Someone on Facebook wrote to ask why I didn’t believe in God. I replied belief is the wrong standard to apply to determine truth. If God exists, that existence should be provable. This blog isn’t an atheist’s rant, by the way. I use the man’s question as an example to illustrate that the mind has more than one way to make sense of the world, but the difference between belief and knowledge is important to keep in mind.
Steven Pinker, a cognitive psychologist, gave a lecture recently about common errors in human thought. Causality is one I’ve discussed at length. People can confuse simultaneity with cause and effect. A man walks past a church on his way to work at 10 a.m. each morning. A chapel bell rings as he passes. Is he the cause for its ringing?
Our brains are programmed to make connections. If we care about the truth, the connections made must be verifiable. Otherwise, all we have is an opinion. Pinker thinks religion arises from dualism, treating the mind and the body as separate entities. We may be comfortable that we understand the workings of the body, but the brain is an area of mystery which may be why many assign it a spiritual component. From there, it’s a short hop to God (s) who expresses our desire for immortality. In addition, the religion that flows from God fulfills our human need for community. These are all reasons why religions exist but do religions prove God exists?
Upton Sinclair wrote, “It’s hard to get a man to understand something when his livelihood depends upon not understanding.” Similarly, If a belief is satisfying, it’s difficult to abandon.
Most of us come to religion because our parents, our teachers, our role models encourage us to believe. Sometimes the difference between a belief and knowledge is unclear. When I say “light travels at the rate of 186383 miles per second,” it may feel like a belief because I am repeating information without having direct knowledge. I accept what scientists tell me. The difference between faith and knowledge is verification. Scientists around the globe have tested the measurement and agree on the number.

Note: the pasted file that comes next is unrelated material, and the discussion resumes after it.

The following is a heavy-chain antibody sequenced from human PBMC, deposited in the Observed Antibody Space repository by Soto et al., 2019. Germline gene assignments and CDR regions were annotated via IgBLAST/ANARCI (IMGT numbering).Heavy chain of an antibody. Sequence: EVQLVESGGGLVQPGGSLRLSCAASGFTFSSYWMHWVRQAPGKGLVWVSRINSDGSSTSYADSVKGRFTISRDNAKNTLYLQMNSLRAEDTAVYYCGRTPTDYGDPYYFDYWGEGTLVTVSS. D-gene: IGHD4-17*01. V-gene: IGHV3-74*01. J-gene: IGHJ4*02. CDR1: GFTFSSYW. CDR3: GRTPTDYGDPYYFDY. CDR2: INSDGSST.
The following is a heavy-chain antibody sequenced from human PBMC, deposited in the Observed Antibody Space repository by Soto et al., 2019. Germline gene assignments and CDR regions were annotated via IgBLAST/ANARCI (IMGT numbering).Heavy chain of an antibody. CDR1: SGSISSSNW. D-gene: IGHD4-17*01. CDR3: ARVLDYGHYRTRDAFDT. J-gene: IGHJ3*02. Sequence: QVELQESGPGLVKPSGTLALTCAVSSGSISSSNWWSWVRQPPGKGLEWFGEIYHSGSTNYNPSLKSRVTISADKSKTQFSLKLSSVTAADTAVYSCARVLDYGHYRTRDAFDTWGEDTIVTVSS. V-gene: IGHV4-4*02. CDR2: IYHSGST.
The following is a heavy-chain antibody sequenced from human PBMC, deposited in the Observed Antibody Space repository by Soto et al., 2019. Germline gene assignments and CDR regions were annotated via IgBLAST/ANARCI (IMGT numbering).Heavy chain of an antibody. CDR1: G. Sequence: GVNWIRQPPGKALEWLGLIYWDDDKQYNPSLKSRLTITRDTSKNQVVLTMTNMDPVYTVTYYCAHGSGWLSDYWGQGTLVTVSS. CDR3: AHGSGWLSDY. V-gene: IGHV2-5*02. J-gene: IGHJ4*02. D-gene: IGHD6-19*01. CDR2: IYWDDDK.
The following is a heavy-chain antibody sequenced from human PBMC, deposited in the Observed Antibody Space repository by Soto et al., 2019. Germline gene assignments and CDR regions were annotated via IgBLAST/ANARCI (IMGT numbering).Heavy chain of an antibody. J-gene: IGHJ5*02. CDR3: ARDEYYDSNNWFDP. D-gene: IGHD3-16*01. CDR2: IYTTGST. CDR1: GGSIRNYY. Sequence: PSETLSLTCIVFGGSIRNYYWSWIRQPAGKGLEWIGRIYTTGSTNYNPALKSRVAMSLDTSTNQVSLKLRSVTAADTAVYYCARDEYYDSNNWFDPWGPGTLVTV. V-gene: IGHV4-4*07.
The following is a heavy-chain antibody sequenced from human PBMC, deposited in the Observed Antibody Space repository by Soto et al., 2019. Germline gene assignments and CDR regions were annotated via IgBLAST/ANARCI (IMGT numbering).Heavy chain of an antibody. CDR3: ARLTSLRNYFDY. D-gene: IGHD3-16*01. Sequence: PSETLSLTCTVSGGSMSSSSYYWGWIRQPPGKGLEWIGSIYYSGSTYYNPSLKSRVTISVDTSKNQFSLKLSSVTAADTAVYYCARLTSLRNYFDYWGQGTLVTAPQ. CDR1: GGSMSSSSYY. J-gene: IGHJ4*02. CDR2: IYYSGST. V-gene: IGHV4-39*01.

Most of us accept knowledge the same way we accept faith– from what we are told. Few of us know how to measure light-years or track the movements of stars. Like religion, acquiring knowledge hinges on trust. That makes knowledge fallible because facts change, just like beliefs. We’ve all experienced that slippery slope during the pandemic. As scientists learned more about Covid-19, they provided different information on how to deal with it. Some of us saw those changes as a reason to withdraw trust.
When we reject one piece of information, the mind tends to search for another. To fight the Covid virus, people sought other remedies besides masks and vaccinations. Some individuals came up with creative solutions, though ineffective ones. Others fell back on conspiracy theories. QAnon followers don’t accept much from experts. They believe the government, media, and financial worlds in the U. S. are controlled by a group of Satan-worshipping pedophiles who run a global child sex trafficking operation. In some parts of the country, that belief is as popular as religion.